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Who is Top of the Class at School? Part 1

15th June 2021

As part of our aim to bring you interesting and informative content we have been inviting guest writers to contribute.

Our first contributor is Peter Rufus from Helpful Hounds Assistance Dogs. Helpful Hounds are a registered charity helping to change the lives of young people and their families living within Southern England by the training and provision of therapy dogs. Helpful Hounds were also one of the lucky charities to receive a £1,000 Movement for Goods Award from our parent company Ecclesiastical last year.

Given the amount of information kindly provided by Peter we have split his article into two parts.

Who is Top of the Class at School? Part 1

When we ask the question “What do dogs give to us?” Just about every dog owner will have their own answers and use words such as Loyalty, trust, love, companionship, comfort, relaxation, reducing stress, exercise etc. etc.

It is just amazing how the bond develops between us and our dog(s). When I give talks I let one of our Helpful Hounds wander among the audience and introduce themselves. I then ask everyone how they felt when the dog came to them. The answers are always “I smiled”, “I felt relaxed” or” I enjoyed stroking him”. That is the result of just a short-term introduction.

Specially trained dogs can do so much more by building on the gifts we get from dogs. The most common examples that come to mind are perhaps Guide Dogs, Hearing Dogs and Assistance Dogs that work with a Physically Disabled Persons or more recently with Autism, Downs’ syndrome and diagnosed emotional issues.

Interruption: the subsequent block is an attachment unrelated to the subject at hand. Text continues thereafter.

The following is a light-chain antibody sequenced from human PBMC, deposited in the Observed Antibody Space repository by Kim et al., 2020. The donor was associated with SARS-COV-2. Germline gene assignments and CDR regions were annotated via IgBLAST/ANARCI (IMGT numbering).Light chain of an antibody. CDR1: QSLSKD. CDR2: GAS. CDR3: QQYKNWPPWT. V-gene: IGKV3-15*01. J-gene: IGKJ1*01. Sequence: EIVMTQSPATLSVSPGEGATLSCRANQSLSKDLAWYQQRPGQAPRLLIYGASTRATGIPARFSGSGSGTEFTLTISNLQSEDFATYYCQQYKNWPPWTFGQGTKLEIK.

In the last few years, Helpful Hounds has been working with Schools in our local area to train dogs to carry out various tasks, mainly within Special Needs Schools and Colleges but also in mainstream Schools that have Special Needs Students, including those with learning or social issues.

The approach has to be considered and carefully planned, starting with understanding the needs of the School or College and deciding on the main functions the Therapy Dog needs to perform. For example, this was a list within the scope for a Special Needs School, dealing mainly with Autistic and Complex Students:

• Play a role in familiarisation of all students with dogs, the way to approach dogs and how to care for them.

• Help to reduce stress of students as well as calming in the recovery stages of “melt down”.

• Be present in some classrooms to encourage calm behaviour.

• Be a focal point as a reading dog to encourage development of reading and speaking skills.

• Create greater confidence/independence in students by the dog walking with them (supervised by an adult) to the shops or for exercise.

• Encourage nervous students to enter the swimming pool (Subject to more assessment).

• Add value to steps taken to promote the good mental health of staff.

Whilst we are still learning, the results have been very rewarding with the following positive feedback received:

Having had Scoot at school has made a very real difference to the lives of many pupils in a variety of ways. Scoot is based in the resource provision for pupils with visual impairment and this, in itself, has enabled all the pupils to become very familiar and comfortable with having a dog around. This is great preparation for the fact that many pupils with visual impairment will go on in their future lives to work with guide dogs.

Scoot visits many lessons and supports the pupils and teachers in a number of ways. For example, nervous pupils who feel anxious when presenting in front of their peers are more than happy to present to a non-judgemental and tail wagging dog. Additionally, some of our developing readers have made monumental leaps in both their reading and spelling, and literacy in general, by being comfortable in reading 1:1 with Scoot.

Pupils, who for a variety of reasons, have found the transition to a busy secondary school challenging, feel a lot more relaxed and open about talking about what is troubling them when Scoot is present. Our last cohort of exam takers had pupils who were able to get exam ready by having some quiet Scoot time prior to taking their exams and thus improve their outcomes.”


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